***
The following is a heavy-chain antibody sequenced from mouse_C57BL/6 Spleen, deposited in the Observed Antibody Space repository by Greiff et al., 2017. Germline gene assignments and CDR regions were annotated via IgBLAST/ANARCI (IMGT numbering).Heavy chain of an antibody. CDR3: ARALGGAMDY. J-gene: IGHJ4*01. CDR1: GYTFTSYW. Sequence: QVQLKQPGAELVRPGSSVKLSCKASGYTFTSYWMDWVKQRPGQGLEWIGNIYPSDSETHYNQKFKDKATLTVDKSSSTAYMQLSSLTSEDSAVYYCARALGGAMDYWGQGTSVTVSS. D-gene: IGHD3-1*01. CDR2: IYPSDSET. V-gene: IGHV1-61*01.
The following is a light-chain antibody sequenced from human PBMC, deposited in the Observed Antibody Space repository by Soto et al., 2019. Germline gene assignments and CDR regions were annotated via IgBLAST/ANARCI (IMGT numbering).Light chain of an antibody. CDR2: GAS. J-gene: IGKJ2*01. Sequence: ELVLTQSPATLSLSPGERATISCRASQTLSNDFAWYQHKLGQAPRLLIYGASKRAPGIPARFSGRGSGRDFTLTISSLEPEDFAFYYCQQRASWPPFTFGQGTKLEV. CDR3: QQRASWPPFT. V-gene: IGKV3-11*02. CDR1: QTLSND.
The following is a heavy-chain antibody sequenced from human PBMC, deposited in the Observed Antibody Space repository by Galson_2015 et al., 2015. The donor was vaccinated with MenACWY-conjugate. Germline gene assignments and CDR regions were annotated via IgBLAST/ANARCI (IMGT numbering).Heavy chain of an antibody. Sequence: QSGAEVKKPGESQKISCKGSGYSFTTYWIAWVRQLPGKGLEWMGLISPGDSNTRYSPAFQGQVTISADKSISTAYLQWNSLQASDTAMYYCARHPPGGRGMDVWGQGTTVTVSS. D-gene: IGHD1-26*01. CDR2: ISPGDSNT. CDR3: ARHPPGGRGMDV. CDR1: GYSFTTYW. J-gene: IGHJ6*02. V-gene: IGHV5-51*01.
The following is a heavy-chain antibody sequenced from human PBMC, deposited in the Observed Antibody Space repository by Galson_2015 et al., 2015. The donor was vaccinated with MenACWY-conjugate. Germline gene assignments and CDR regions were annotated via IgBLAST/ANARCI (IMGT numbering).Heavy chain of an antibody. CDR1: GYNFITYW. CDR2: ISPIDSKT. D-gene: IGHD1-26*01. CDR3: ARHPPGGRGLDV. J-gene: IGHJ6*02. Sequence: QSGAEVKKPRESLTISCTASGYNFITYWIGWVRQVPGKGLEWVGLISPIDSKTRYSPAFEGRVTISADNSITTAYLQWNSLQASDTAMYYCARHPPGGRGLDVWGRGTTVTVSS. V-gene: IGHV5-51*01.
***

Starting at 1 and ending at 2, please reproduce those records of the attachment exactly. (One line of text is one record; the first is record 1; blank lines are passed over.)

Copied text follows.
The following is a heavy-chain antibody sequenced from mouse_C57BL/6 Spleen, deposited in the Observed Antibody Space repository by Greiff et al., 2017. Germline gene assignments and CDR regions were annotated via IgBLAST/ANARCI (IMGT numbering).Heavy chain of an antibody. CDR3: ARALGGAMDY. J-gene: IGHJ4*01. CDR1: GYTFTSYW. Sequence: QVQLKQPGAELVRPGSSVKLSCKASGYTFTSYWMDWVKQRPGQGLEWIGNIYPSDSETHYNQKFKDKATLTVDKSSSTAYMQLSSLTSEDSAVYYCARALGGAMDYWGQGTSVTVSS. D-gene: IGHD3-1*01. CDR2: IYPSDSET. V-gene: IGHV1-61*01.
The following is a light-chain antibody sequenced from human PBMC, deposited in the Observed Antibody Space repository by Soto et al., 2019. Germline gene assignments and CDR regions were annotated via IgBLAST/ANARCI (IMGT numbering).Light chain of an antibody. CDR2: GAS. J-gene: IGKJ2*01. Sequence: ELVLTQSPATLSLSPGERATISCRASQTLSNDFAWYQHKLGQAPRLLIYGASKRAPGIPARFSGRGSGRDFTLTISSLEPEDFAFYYCQQRASWPPFTFGQGTKLEV. CDR3: QQRASWPPFT. V-gene: IGKV3-11*02. CDR1: QTLSND.